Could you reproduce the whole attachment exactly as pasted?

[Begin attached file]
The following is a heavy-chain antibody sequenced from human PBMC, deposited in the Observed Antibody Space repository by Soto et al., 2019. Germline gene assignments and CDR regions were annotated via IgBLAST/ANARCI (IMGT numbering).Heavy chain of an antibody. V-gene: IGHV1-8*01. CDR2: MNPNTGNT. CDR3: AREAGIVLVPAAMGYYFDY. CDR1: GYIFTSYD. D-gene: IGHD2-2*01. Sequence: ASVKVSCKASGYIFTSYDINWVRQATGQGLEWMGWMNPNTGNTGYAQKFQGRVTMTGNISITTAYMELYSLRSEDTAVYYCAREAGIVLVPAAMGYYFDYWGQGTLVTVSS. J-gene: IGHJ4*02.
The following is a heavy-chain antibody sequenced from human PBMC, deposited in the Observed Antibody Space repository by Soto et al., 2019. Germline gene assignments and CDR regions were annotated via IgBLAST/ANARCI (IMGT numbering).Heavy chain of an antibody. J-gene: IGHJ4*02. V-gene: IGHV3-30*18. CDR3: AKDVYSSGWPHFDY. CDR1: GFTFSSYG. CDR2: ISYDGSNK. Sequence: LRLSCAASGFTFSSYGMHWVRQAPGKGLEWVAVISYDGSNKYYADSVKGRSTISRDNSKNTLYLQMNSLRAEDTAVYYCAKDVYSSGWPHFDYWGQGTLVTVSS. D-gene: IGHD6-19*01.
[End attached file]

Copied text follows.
The following is a heavy-chain antibody sequenced from human PBMC, deposited in the Observed Antibody Space repository by Soto et al., 2019. Germline gene assignments and CDR regions were annotated via IgBLAST/ANARCI (IMGT numbering).Heavy chain of an antibody. V-gene: IGHV1-8*01. CDR2: MNPNTGNT. CDR3: AREAGIVLVPAAMGYYFDY. CDR1: GYIFTSYD. D-gene: IGHD2-2*01. Sequence: ASVKVSCKASGYIFTSYDINWVRQATGQGLEWMGWMNPNTGNTGYAQKFQGRVTMTGNISITTAYMELYSLRSEDTAVYYCAREAGIVLVPAAMGYYFDYWGQGTLVTVSS. J-gene: IGHJ4*02.
The following is a heavy-chain antibody sequenced from human PBMC, deposited in the Observed Antibody Space repository by Soto et al., 2019. Germline gene assignments and CDR regions were annotated via IgBLAST/ANARCI (IMGT numbering).Heavy chain of an antibody. J-gene: IGHJ4*02. V-gene: IGHV3-30*18. CDR3: AKDVYSSGWPHFDY. CDR1: GFTFSSYG. CDR2: ISYDGSNK. Sequence: LRLSCAASGFTFSSYGMHWVRQAPGKGLEWVAVISYDGSNKYYADSVKGRSTISRDNSKNTLYLQMNSLRAEDTAVYYCAKDVYSSGWPHFDYWGQGTLVTVSS. D-gene: IGHD6-19*01.